Monday, November 14, 2011
Forget cigarettes, fried food and holding your breath too long – there's another indulgence that some doctors wish to quash. Rockers should cease their headbanging, Australian scientists have advised, or wear a less-than-rocking neck brace.
"We identified a definite risk of mild traumatic brain injury from headbanging," Dr Andrew McIntosh, of the University of New South Wales (UNSW), told the Australian newspaper. "We would suggest a proper public health warning, as for smoking." The results of his research were published in the Christmas edition of the British Medical Journal.
Head banging involves violent up-and-down, circular swinging, or side-to-side movements of the head and neck while dancing or listening to music, and the risk of injury increases as the music's tempo does, professor Andrew McIntosh and his research assistant Declan Patton report in the an online version of BMJ.
You can reduce your chance of injury by using protective equipment like neck braces, or simply moving your head to slower tempos, the researchers say.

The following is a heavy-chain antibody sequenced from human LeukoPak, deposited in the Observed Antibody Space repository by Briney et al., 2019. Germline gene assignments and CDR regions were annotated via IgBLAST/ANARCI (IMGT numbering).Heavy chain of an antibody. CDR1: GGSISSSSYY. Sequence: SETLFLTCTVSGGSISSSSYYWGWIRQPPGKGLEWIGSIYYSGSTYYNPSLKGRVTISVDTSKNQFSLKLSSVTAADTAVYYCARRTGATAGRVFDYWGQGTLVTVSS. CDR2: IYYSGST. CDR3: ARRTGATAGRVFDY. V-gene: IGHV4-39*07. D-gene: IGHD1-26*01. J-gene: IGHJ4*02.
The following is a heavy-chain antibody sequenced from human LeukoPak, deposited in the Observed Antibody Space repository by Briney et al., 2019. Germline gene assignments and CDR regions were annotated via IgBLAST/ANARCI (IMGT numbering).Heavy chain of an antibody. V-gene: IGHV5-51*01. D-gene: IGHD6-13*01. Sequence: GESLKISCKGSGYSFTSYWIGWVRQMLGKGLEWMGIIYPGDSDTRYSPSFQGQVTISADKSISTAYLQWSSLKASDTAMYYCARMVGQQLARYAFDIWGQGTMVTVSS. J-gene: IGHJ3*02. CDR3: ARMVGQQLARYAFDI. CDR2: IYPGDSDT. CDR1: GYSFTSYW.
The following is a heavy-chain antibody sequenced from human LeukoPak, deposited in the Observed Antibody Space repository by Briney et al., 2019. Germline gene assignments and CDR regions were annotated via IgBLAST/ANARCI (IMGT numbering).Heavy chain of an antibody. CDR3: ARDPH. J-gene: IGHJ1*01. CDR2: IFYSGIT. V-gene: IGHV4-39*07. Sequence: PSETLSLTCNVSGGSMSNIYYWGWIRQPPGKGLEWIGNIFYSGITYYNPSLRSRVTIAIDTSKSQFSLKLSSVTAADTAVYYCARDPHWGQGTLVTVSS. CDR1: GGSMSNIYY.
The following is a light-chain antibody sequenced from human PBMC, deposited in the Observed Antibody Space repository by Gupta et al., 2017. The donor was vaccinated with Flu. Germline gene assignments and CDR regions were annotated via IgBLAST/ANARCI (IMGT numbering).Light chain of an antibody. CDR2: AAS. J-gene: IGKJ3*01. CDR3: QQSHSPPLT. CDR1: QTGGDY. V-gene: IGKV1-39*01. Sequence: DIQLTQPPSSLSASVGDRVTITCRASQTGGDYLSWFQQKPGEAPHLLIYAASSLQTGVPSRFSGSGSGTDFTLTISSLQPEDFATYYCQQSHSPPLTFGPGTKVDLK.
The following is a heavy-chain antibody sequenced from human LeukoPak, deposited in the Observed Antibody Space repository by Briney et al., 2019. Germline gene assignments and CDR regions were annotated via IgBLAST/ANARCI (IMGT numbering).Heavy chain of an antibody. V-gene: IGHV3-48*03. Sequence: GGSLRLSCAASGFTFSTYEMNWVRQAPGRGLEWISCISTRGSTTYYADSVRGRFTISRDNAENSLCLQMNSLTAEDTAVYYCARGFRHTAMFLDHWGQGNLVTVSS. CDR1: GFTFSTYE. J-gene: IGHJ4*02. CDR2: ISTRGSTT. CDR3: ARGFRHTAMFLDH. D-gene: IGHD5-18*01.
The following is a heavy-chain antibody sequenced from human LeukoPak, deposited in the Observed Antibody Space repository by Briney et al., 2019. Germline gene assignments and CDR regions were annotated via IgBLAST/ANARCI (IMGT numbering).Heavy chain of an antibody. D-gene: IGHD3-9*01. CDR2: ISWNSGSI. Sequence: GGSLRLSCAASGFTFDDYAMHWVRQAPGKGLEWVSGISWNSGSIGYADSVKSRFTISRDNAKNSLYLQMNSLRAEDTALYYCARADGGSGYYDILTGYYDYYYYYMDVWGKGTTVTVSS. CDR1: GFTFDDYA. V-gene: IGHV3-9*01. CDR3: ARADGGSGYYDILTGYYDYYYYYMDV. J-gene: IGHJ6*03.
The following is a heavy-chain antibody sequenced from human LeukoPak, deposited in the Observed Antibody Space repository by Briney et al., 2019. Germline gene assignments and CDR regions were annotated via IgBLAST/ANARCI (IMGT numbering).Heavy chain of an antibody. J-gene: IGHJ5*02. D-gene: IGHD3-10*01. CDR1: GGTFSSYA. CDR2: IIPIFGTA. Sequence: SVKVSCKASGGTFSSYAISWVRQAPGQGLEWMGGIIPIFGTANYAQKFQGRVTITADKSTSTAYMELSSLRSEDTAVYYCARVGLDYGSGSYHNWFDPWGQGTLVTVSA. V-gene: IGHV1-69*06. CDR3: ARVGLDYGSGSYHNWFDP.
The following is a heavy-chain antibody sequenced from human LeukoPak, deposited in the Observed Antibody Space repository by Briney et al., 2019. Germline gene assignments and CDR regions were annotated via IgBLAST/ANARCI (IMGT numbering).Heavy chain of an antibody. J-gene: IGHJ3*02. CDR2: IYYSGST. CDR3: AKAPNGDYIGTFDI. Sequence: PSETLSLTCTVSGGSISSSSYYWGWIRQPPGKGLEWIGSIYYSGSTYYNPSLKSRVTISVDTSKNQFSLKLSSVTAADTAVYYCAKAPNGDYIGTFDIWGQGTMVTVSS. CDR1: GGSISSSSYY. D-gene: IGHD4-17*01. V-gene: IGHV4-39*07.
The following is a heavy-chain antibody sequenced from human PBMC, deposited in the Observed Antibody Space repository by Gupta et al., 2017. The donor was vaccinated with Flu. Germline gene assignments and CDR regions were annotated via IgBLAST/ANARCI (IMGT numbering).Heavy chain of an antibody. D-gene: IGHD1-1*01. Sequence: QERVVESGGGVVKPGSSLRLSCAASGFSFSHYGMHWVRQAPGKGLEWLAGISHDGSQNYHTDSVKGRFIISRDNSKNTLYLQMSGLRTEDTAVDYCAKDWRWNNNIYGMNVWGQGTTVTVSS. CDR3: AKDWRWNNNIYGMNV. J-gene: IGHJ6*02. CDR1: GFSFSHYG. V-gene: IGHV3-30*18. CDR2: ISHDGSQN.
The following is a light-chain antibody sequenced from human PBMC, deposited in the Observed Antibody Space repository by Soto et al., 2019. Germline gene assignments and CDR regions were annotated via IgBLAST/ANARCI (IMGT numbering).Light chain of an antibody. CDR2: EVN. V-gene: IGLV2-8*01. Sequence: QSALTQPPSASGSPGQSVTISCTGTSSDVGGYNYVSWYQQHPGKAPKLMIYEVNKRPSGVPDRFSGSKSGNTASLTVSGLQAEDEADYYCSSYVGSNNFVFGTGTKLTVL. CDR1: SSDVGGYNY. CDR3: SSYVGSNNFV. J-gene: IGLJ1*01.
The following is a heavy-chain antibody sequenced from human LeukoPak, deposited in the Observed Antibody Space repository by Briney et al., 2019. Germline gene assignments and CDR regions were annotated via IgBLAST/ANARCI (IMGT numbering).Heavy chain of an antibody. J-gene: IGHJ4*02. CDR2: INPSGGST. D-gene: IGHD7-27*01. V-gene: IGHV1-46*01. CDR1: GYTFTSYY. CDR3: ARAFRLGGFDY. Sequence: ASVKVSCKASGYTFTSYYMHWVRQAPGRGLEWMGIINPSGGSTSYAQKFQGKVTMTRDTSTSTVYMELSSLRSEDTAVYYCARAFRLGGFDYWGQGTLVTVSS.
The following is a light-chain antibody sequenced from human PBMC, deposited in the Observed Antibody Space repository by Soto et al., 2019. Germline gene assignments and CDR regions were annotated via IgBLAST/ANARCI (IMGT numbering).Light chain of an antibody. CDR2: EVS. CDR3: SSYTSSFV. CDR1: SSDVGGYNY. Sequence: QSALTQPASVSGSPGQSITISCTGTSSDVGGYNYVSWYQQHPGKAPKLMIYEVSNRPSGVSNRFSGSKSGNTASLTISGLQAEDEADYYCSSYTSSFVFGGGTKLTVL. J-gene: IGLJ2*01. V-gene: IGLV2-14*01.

So could someone render themselves unconscious while head banging? Unlikely, say the authors, unless they are banging their head on the stage or connect with someone else's head.
And what of two of the most famous head bangers, Beavis and Butt-head? When head banging at a tempo of 164 beats per minute to "I Wanna be Sedated" the range of motion of Beavis' head and neck is about 45º, say the authors, so he would be unlikely to sustain any injury. But the news for Butt-head may not be so rosy. Preferring to head bang at a range of motion of 75º, he may well experience symptoms of headaches and dizziness.
Luckily, there are a number of possible ways to protect against these injuries, write the authors. These include calling for bands such as AC/DC to play songs such as "Moon River" instead of "Highway to Hell", public awareness campaigns headed by musicians such as Cliff Richard and the labelling of music packaging with anti-head banging warnings.